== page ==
Sponsored by:

Comment, blog & share photos

Log in | Become a member
The Honolulu Advertiser
Posted on: Thursday, March 11, 2010

Skiing: Guay of Canada wins super-G World Cup title

AP Sports Writer

GARMISCH-PARTENKIRCHEN, Germany Erik Guay of Canada produced a daring run to win the final race of the season Thursday and claim a World Cup title in the super-G.

Guay became the first Canadian to win a crystal globe since Steve Podborski in 1982.

Guay went into the race in third place, but his blistering run as snow fell on the Kandahar course gave him the title. He also won the super-G win on Sunday in Kvitfjell, Norway.

"I didn't think it would happen today, I was so far behind," Guay said after winning his first World Cup title. "But I knew that if I won today, I would have a chance. So I took maximum risks and it paid off. It was wild."

Guay finished in 1 minute, 26.36 seconds, followed by Ivica Kostelic of Croatia. Kostelic made the podium in the event for the first time this season in 1:26.75. Olympic champion Aksel Lund Svindal of Norway was third.

Michael Walchhofer of Austria, who led super-G standings going into the race, finished 15th and second overall in the final standings. Ted Ligety of the United States finished 16th.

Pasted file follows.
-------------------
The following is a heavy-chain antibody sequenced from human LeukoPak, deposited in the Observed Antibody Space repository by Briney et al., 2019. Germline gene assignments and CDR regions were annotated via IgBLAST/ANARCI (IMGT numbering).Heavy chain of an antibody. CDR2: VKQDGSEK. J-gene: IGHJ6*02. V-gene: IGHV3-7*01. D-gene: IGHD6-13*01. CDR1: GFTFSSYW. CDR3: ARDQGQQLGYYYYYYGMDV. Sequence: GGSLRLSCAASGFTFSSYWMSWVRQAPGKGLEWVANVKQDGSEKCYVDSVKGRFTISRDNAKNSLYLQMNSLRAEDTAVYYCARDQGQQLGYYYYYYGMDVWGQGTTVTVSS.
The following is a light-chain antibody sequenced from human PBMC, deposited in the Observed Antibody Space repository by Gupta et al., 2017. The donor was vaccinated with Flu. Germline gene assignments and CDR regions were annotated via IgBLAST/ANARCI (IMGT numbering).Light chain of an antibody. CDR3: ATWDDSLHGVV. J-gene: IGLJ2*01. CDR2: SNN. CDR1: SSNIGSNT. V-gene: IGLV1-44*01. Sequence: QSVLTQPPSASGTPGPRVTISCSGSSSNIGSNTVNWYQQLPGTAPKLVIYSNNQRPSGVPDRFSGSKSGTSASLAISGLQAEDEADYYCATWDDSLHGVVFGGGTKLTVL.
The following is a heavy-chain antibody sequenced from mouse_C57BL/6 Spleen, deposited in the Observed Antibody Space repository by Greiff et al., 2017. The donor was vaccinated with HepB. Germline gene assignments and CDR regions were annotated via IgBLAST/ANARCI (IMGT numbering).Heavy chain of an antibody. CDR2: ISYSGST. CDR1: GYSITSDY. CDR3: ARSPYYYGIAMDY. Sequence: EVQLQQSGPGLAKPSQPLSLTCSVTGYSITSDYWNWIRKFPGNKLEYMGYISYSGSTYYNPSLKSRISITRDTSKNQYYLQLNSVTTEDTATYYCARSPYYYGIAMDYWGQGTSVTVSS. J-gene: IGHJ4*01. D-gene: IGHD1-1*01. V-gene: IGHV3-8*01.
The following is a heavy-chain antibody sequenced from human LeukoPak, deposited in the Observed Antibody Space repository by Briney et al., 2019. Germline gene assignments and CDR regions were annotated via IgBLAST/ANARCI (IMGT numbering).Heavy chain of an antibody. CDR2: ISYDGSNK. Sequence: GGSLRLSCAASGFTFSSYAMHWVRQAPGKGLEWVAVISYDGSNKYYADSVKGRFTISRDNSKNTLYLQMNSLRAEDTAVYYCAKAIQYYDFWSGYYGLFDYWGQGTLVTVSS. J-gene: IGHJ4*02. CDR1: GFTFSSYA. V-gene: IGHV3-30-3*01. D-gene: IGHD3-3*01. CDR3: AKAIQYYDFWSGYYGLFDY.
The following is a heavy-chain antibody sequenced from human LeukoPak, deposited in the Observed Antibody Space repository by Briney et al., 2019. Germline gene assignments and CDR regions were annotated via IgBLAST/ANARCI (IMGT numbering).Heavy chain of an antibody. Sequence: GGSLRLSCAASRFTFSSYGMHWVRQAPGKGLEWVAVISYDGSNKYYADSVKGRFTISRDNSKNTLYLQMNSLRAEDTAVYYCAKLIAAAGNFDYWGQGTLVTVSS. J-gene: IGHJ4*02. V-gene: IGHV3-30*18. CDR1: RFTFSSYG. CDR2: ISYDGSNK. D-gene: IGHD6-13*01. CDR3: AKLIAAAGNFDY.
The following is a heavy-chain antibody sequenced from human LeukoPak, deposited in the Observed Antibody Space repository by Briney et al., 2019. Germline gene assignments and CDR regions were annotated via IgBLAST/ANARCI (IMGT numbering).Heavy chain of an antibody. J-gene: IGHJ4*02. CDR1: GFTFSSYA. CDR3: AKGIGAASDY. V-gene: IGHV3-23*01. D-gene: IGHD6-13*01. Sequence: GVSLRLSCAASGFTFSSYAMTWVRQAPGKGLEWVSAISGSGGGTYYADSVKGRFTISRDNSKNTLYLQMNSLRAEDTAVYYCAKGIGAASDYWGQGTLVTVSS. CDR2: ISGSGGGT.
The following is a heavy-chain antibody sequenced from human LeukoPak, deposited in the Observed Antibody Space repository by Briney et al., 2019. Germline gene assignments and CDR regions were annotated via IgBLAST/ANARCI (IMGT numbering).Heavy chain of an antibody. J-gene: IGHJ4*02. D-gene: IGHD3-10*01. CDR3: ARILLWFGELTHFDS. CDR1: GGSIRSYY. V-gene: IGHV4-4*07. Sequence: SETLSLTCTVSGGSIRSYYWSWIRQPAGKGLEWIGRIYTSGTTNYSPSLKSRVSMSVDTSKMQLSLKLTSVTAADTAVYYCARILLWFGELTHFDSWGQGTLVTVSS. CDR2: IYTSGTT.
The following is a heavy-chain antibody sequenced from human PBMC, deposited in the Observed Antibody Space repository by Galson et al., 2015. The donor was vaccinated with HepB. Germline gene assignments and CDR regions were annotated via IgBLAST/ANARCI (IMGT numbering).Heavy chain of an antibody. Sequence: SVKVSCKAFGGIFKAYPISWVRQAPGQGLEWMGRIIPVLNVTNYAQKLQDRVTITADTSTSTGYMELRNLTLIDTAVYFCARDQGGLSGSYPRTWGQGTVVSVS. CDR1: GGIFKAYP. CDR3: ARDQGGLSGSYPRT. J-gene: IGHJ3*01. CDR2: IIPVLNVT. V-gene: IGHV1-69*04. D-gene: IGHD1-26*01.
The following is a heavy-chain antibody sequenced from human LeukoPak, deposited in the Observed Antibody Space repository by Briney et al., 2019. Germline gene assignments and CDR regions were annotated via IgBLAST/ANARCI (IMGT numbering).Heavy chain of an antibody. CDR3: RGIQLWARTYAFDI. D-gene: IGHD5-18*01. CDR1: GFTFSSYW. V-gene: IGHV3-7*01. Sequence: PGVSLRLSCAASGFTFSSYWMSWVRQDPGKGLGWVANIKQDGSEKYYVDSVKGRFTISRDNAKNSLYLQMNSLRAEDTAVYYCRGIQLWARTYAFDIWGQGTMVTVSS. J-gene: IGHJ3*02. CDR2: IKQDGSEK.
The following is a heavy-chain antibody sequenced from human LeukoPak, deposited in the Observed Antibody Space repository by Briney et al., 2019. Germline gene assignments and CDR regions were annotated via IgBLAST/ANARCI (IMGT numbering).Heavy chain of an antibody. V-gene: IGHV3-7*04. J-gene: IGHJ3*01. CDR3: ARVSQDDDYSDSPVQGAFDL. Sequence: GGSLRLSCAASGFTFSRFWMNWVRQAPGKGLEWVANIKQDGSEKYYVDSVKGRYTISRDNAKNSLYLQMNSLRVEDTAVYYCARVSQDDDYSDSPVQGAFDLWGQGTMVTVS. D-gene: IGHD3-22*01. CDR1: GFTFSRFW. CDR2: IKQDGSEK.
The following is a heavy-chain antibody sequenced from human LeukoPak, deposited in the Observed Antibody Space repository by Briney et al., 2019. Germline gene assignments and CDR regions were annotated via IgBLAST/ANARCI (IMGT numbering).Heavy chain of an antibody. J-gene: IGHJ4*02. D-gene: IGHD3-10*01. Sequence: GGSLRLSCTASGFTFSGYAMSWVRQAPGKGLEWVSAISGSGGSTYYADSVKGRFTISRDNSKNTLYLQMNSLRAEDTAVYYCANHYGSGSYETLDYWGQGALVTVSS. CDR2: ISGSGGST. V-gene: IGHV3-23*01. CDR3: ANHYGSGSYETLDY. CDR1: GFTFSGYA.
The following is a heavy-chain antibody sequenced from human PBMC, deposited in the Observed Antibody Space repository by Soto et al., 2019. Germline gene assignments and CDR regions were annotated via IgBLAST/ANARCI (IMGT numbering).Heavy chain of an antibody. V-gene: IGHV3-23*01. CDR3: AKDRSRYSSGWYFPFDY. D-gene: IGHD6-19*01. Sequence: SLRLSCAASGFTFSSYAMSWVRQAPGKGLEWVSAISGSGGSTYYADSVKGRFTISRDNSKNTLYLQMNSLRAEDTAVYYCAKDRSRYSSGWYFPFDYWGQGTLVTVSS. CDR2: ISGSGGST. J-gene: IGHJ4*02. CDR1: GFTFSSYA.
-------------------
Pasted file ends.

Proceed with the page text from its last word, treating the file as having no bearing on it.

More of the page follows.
By winning the last two of the six super-G races, Guay swept past his two rivals to claim the title with 331 points. Walchhofer had 316 points and Svindal finished with 314.

"The season could go on for another two, three weeks for me," Guay said.

In the overall standings, Carlo Janka of Switzerland remained in the lead over Benjamin Raich of Austria. Raich finished in sixth place and cut the gap to 38 points. Janka tied for 11th.

"I didn't have a great race," Raich said. "I struggled with the fresh snow, but I was able to cut the gap somewhat."

The overall title will be decided in the final two races, the giant slalom and the slalom.

"We can both do well," Raich said. "Carlo is very strong in the giant, I can also be fast and maybe I have an edge in the slalom. I am not making any predictions."